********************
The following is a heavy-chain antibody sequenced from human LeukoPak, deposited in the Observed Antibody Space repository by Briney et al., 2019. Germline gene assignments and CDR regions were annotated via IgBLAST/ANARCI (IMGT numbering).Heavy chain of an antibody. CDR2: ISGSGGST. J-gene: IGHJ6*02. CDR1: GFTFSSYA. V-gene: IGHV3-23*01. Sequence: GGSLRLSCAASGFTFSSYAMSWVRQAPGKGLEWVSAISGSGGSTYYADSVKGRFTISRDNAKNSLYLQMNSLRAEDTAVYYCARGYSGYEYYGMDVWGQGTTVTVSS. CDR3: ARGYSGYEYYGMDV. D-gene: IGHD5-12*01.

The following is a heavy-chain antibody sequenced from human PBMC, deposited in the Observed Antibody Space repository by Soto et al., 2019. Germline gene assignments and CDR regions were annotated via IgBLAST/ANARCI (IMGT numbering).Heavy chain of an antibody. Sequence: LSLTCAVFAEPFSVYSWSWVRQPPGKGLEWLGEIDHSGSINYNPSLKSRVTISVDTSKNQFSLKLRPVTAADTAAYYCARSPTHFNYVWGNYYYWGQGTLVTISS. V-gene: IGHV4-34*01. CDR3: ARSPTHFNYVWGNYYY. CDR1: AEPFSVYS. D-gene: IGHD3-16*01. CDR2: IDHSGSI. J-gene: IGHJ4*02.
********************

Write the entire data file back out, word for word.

The following is a heavy-chain antibody sequenced from human LeukoPak, deposited in the Observed Antibody Space repository by Briney et al., 2019. Germline gene assignments and CDR regions were annotated via IgBLAST/ANARCI (IMGT numbering).Heavy chain of an antibody. CDR2: ISGSGGST. J-gene: IGHJ6*02. CDR1: GFTFSSYA. V-gene: IGHV3-23*01. Sequence: GGSLRLSCAASGFTFSSYAMSWVRQAPGKGLEWVSAISGSGGSTYYADSVKGRFTISRDNAKNSLYLQMNSLRAEDTAVYYCARGYSGYEYYGMDVWGQGTTVTVSS. CDR3: ARGYSGYEYYGMDV. D-gene: IGHD5-12*01.

The following is a heavy-chain antibody sequenced from human PBMC, deposited in the Observed Antibody Space repository by Soto et al., 2019. Germline gene assignments and CDR regions were annotated via IgBLAST/ANARCI (IMGT numbering).Heavy chain of an antibody. Sequence: LSLTCAVFAEPFSVYSWSWVRQPPGKGLEWLGEIDHSGSINYNPSLKSRVTISVDTSKNQFSLKLRPVTAADTAAYYCARSPTHFNYVWGNYYYWGQGTLVTISS. V-gene: IGHV4-34*01. CDR3: ARSPTHFNYVWGNYYY. CDR1: AEPFSVYS. D-gene: IGHD3-16*01. CDR2: IDHSGSI. J-gene: IGHJ4*02.